“Joker,” directed by Todd Phillips, was awarded the Golden Lion for best film at the 76th Venice International Film Festival on Saturday by a competition jury led by Argentine filmmaker Lucrecia Martel. The film received fervent attention as well as critical praise for its portrayal of its troubled, murderous central figure, drawn from the DC Comics character and played by Joaquin Phoenix.
The award for “Joker” came on the heels of an unexpected high-profile honour for a new film by Roman Polanski. The Silver Lion, the penultimate prize, went to Polanski’s “An Officer and a Spy,” a retelling of the anti-Semitic persecution of French army officer Alfred Dreyfus.
Polanski, who fled the United States four decades ago while awaiting sentencing for statutory rape, remains a flashpoint for controversy and was expelled from the Academy of Motion Picture Arts and Sciences in 2018. French actress Emmanuelle Seigner, who is married to Polanski and in his new film, accepted the award on his behalf. Polanski did not attend the festival.
The festival remained under close scrutiny amid concerns about the selection of Polanski’s “An Officer and a Spy”, especially given the low number of female filmmakers in the competition. Disagreements played out in public after Martel, the competition jury president, made early worried comments about Polanski’s film.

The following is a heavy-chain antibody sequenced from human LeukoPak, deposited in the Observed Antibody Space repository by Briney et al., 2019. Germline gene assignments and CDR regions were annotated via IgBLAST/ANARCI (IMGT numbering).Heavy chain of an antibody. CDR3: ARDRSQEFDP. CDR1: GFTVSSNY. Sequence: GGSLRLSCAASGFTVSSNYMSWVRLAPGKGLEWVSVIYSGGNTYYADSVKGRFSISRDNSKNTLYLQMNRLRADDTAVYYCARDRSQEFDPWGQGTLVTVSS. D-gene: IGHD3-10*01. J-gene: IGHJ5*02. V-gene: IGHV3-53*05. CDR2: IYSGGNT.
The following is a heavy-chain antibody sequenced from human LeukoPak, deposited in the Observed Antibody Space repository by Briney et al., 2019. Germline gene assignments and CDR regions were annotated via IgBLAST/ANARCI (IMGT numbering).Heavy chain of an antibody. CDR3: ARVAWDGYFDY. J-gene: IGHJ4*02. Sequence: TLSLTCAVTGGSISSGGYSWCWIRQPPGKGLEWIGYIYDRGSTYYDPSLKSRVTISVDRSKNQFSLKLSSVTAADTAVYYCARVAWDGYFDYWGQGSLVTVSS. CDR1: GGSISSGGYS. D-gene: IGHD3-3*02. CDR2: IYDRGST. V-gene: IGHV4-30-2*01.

In addition to “An Officer and a Spy,” the festival also screened “American Skin,” by another controversial director, Nate Parker. Parker’s acquittal on rape charges during his time in college gained new attention after his film “Birth of a Nation” premiered at the Sundance Film Festival in 2016. Parker’s “American Skin” won a prize in Venice’s Sconfini section.
Geopolitics came to the fore in acceptance speeches. Accepting the award for Best Screenplay for the animated feature “No. 7 Cherry Lane,” director Yonfan spoke out in support of freedom in Hong Kong. Amjad Abu Alala, who took home the Luigi de Laurentiis award for “You Will Die at 20,” mentioned in his acceptance speech the new government in Sudan. Barbara Paz, who accepted the Venice Classics Award for Best Documentary on Cinema for “Babenco — Tell Me When I Die,” spoke passionately against censorship in Brazil.